Thursday 20 June 2019

Evils of the 'dark net' must be policed, just like our streets

Graham Dwyer, 42, was convicted by unanimous verdict of stabbing 36-year-old Elaine O'Hara to death in the Dublin mountains in August 2012 (Niall Carson/PA Wire)
Graham Dwyer, 42, was convicted by unanimous verdict of stabbing 36-year-old Elaine O'Hara to death in the Dublin mountains in August 2012 (Niall Carson/PA Wire)
Billy Keane

Billy Keane

We struggle to make sense of it all. But it's there somewhere to be found among the wreckage of broken lives and broken hearts. We must believe there is some hope for humanity in these dark days when depravity stalks the earth.

I just can't stop thinking about Elaine O'Hara. Her last moments must have been hell on earth but the suffering endured by this poor girl, who was desperate for love, gives us an insight to lives lived on the edge of reason.

Loneliness and the need for love drove her to extreme behaviour but she is still more than deserving of our compassion. But more is needed. We, as a country and as a part of the international community, must protect the vulnerable.

Then there's the minding. We must always be on the look-out for those who struggle to survive the rigours of the day to day. A kind word can go a long way. There is much we can do on a personal level.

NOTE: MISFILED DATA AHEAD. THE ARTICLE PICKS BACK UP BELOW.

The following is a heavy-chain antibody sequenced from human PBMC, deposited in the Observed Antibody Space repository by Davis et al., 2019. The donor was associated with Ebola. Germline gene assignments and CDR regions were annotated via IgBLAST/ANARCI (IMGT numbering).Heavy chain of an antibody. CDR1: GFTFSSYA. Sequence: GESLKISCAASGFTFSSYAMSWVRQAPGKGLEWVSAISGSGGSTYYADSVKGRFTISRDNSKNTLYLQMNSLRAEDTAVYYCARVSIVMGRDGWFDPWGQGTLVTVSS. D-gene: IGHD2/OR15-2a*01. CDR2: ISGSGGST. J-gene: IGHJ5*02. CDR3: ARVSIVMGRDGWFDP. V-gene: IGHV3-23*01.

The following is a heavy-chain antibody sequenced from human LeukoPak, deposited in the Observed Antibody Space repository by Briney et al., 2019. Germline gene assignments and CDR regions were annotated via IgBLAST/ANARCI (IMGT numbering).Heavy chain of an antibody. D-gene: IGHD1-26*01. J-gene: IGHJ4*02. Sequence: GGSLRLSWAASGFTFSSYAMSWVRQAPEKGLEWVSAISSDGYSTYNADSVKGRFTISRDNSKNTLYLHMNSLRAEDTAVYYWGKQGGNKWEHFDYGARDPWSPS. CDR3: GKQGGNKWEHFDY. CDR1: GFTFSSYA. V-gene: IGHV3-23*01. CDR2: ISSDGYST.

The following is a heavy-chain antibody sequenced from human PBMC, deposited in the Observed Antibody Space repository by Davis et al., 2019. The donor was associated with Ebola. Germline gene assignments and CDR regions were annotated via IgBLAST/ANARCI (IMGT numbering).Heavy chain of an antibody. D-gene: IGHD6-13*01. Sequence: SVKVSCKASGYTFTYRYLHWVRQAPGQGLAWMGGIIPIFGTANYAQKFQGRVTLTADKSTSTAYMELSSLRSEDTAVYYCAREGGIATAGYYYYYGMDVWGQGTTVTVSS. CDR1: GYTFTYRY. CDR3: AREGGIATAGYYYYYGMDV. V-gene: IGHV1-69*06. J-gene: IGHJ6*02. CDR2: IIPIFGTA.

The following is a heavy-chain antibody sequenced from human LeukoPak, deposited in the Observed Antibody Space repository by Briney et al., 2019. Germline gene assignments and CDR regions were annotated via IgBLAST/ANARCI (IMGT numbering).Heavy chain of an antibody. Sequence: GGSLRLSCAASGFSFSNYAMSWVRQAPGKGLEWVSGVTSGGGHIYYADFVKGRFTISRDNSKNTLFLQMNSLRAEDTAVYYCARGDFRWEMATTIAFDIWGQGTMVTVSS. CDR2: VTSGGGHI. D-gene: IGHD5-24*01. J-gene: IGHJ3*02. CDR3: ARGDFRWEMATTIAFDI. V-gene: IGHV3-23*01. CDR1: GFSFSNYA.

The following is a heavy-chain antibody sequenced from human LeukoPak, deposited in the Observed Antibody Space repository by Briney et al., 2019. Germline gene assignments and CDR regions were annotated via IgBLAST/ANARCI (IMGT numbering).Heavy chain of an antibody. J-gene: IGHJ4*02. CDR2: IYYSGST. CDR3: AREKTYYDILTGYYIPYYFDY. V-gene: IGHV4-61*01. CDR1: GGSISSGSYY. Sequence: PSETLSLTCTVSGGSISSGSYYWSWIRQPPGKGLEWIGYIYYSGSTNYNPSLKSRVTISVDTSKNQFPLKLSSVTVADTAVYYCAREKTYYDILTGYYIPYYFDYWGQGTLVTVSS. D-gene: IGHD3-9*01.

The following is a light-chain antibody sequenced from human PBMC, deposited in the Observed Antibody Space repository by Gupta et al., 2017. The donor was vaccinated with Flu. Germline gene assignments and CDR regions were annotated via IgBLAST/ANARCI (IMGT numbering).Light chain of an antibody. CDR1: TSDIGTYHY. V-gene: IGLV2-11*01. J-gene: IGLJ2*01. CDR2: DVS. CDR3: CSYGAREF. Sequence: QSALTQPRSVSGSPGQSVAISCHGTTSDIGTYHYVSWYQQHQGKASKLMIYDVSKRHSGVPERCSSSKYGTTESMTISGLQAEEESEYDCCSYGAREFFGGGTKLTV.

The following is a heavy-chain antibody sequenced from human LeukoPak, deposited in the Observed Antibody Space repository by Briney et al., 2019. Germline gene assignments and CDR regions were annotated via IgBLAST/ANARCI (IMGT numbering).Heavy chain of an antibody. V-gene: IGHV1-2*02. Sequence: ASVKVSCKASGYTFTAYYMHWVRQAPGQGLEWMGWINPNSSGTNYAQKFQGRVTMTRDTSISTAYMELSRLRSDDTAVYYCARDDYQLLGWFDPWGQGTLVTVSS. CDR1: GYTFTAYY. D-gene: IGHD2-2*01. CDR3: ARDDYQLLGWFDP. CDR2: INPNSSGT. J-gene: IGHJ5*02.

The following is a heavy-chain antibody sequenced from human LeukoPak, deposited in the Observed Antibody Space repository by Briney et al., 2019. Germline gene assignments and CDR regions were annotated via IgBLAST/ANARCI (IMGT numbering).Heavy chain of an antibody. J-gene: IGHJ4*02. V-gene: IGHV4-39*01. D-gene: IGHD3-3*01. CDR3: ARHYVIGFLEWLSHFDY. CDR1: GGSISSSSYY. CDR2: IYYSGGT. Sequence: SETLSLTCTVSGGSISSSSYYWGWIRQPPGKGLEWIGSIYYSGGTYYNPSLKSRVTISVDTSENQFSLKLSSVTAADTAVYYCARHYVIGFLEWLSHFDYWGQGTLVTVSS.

I feel for her family. There she was, a little baby all new and bright with her parents wishing only the best for her.

Elaine was a lonely lady who literally would do anything for a little bit of love. The photographs of Elaine in her new dress and the smile reminds me of the innocence of First Communion. This may seem strange when we recall the sordid details of her relationships but that's the image I took from her.

Graham Dwyer stole away her innocence.

The fallout is like a radiation cloud. It spreads the contamination everywhere. The murderer, Graham Dwyer, was married with kids, he has parents too. The O'Hara family suffered all through the trial. The evidence had to be gone through, painstakingly. Every item of clothing, every text, every email, every detail of her personal life was left open to public scrutiny.

Murdered people waive their right to privacy when they get killed. Unfortunately, the prosecution had no choice but to go through the chilling details of a life lived on the margins. For such are the rules of evidence. But it still aches.

The case, though, is a triumph for the Garda Síochána. I wonder if those who constantly criticise our police force will now offer words of praise.

We tend to take our gardaí for granted.

Imagine, for example, the toll taken on the investigators who had to go onto the 'dark net', where depravity reigns and the rules of civilised behaviour are subverted by evil and terror.

And the jury, the judge and the lawyers involved had to wade through a cesspool every day in what must have been a terrible ordeal for all concerned.

We owe them all a huge debt.

For if there's any good to come from this, it surely will manifest itself in action to be taken against the wrongdoers who trawl the dark net in search of the lonely and the vulnerable.